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'GARVEY' grows from Holgate's concern - National hero's son to attend Wednesday's staging

Published:Sunday | October 8, 2017 | 12:00 AMMel Cooke
Marcus Garvey
Michael Holgate
Andre Bernard (left) as Marcus Garvey with the ancestral spirits, played by Desmond Dennis, Rudolph Tomlinson, Shawna-Kae Burns and Shanice McCatty.
Andre Bernard (left) as a younger Marcus Garvey and Rudolph Tomlinson as his father in ‘GARVEY The Musical’.
Andre Bernard (left) as Marcus Garvey and Jean Paul Menou as a printer. Menou also plays J. Edgar Hoover.
Andre Bernard (left) as Marcus Garvey with Jean Paul Menou as an American reporter in ‘GARVEY The Musical’.
Dr Julius Garvey

Michael Holgate, director, choreographer and songwriter of GARVEY The Musical, had intended to include Marcus Garvey in Riot Act, a 2015 theatrical production which presented his fellow Jamaican national heroes, Paul Bogle and George William Gordon on stage.

However, Holgate told The Sunday Gleaner, "When I did the research and realised he had done so much, I started working on a production in his honour."

GARVEY The Musical was first staged in 2016 and will be on again on Wednesday, October 11, this time at the Little Theatre, Tom Redcam Avenue, St Andrew. This is a change from the Philip Sherlock Centre for the Creative Arts, UWI, Mona, where Holgate is tutor coordinator.

In addition, there will be particularly special audience members - Marcus Garvey's son, Dr Julius Garvey, and Samia Nkrumah, daughter of former Ghanian leader Kwame Nkrumah.

This staging, in the 130th year of Garvey's birth, is being presented by the National Council For Reparations. The depth of Garvey's work and his impact was not the only reason Holgate created the production. He wants it to have an influence now.

"Too many young people are bleaching and they do not think anything is wrong with that. It is not a judgement call, but something is wrong for young people to look at their skin and say it is ugly just because it is black," Holgate said.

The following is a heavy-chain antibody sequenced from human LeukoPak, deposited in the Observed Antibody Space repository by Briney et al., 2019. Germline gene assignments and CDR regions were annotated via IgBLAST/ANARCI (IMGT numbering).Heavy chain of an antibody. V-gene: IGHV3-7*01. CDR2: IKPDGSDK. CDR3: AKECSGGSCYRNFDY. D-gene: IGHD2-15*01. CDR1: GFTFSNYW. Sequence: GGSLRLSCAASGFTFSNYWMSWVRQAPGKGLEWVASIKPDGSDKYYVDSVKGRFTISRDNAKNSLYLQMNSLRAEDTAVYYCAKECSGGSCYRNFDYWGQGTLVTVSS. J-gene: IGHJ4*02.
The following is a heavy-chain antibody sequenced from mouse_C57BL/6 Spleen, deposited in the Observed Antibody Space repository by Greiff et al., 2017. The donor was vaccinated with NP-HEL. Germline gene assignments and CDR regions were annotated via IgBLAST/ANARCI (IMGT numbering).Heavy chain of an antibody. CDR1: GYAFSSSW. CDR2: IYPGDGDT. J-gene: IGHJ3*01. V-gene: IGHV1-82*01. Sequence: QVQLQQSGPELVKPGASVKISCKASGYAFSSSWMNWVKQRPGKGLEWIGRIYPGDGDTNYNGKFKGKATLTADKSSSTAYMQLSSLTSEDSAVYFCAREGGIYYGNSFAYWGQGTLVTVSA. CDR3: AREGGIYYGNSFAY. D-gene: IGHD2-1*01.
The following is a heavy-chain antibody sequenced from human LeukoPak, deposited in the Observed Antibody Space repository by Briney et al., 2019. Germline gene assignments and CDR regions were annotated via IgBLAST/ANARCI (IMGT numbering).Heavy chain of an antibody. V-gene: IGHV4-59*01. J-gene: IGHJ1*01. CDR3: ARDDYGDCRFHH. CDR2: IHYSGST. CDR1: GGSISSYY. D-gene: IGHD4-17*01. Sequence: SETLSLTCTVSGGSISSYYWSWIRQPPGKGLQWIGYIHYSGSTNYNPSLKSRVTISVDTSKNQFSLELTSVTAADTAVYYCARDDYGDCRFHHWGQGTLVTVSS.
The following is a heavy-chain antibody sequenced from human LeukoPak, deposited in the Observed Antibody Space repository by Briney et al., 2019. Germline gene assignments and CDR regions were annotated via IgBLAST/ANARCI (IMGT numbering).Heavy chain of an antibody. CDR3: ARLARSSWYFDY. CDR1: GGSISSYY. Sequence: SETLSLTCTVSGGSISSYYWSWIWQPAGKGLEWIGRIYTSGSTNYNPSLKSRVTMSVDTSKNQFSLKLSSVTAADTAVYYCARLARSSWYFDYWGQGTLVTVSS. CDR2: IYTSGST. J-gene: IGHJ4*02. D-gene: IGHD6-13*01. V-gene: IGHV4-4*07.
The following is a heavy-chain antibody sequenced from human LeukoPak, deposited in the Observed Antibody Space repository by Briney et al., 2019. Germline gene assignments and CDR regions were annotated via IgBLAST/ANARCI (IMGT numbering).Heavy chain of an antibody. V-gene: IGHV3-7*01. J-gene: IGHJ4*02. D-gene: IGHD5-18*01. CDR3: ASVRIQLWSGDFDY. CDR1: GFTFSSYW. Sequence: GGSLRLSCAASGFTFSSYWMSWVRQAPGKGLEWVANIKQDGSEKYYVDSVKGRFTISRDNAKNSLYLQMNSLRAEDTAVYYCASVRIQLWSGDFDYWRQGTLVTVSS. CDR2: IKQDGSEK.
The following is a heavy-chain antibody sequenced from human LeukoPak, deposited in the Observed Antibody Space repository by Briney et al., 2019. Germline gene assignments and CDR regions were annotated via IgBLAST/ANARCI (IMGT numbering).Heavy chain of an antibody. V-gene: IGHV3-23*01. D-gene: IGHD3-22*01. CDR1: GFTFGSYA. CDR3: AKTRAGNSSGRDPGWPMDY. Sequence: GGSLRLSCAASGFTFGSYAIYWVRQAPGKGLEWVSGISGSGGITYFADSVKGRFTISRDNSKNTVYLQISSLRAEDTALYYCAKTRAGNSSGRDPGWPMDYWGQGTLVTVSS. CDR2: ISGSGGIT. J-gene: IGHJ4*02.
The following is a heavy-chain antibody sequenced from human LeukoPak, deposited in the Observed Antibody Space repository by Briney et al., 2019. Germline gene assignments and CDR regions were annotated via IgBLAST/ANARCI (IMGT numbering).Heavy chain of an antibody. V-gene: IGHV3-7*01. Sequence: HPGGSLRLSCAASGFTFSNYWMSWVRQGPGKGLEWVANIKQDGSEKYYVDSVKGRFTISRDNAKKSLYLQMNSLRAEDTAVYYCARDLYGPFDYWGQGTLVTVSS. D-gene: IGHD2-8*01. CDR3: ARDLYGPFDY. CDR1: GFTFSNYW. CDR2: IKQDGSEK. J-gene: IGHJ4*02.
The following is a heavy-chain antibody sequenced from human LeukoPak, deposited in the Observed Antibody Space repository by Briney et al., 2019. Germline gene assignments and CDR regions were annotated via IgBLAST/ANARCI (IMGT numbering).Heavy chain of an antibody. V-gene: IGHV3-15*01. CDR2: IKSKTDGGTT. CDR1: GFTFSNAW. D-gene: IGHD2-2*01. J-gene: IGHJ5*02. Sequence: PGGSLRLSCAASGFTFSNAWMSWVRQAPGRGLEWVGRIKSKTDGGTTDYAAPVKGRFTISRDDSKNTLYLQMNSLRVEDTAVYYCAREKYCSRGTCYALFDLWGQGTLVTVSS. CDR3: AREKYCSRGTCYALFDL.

"The whole bleaching thing was affecting me."

And while there is an individual focus or analysis of various aspects of human endeavour to address issues, Holgate said "what Garvey did was focus on race as a whole", identifying black unity, black pride and economic self-sufficiency in a three-tiered approach. He hopes that GARVEY The Musical will tour Jamaica, the Caribbean, the USA and other places where Garvey worked, hoping for a reinforcement - or revival - of his message.




Holgate, whose theatre journey includes the Cathy Levy Little People and Teen Players Club, then The Ashe Company (which came out of the club and of which he is artistic director) chose to do a musical as he is keeping an eye on longevity. For while a play has a run and, if it is not remounted, is over, the songs from a musical live on, Holgate giving the example of The Lion King.

"I have always liked musicals for their power they bring. When you do a musical the songs live on forever," he said. Work on recording the songs from GARVEY The Musical has begun. Holgate describes a songwriting process where parts of songs would come to him throughout the research process, which included reading, visiting Liberty Hall on King Street and doing interviews. He recorded parts on his telephone for future reference, then put them all together, this approach preferred to sitting down and writing a complete song at a time.

He was immersed in the process, Holgate saying "Garvey possessed me, the ideas, the philosophy."

Although he keeps the songs close to him until they are ready, Holgate keeps an ear out for the best persons to sing them. "Sometimes I have people in mind. I usually have an idea of the people who I want," Holgate said.

And he is confident that the cast of GARVEY The Musical includes some of the most talented people in Jamaica and the Caribbean. However, there has been precious little financial assistance for the production, Holgate crediting The Ashe Company and the UWI, though the Philip Sherlock Centre for the Creative Arts, with production support.

Wednesday's staging will be the first time GARVEY The Musical is put on outside the Philip Sherlock Centre, and Holgate said the bigger stage facilitates a bigger production - with elements such as cast members needing to project more in order to reach the entire audience. The presence of Julius Garvey may also be an avenue for feedback to adjust the content, Holgate saying persons such as Professor Verene Shepherd, Dr Michael Barnett and Steve Golding have given suggestions.

"I am sure that on the 11th, when Julius Garvey sees the production, I am sure he will have something to say about his father," Holgate said.

He hopes to trim it from the current run time of two hours and 15 minutes to two hours, including intermission.

And while he is engrossed in GARVEY The Musical, Holgate is realistic about its subject. "He had his flaws, but his ideas are so powerful," Holgate said.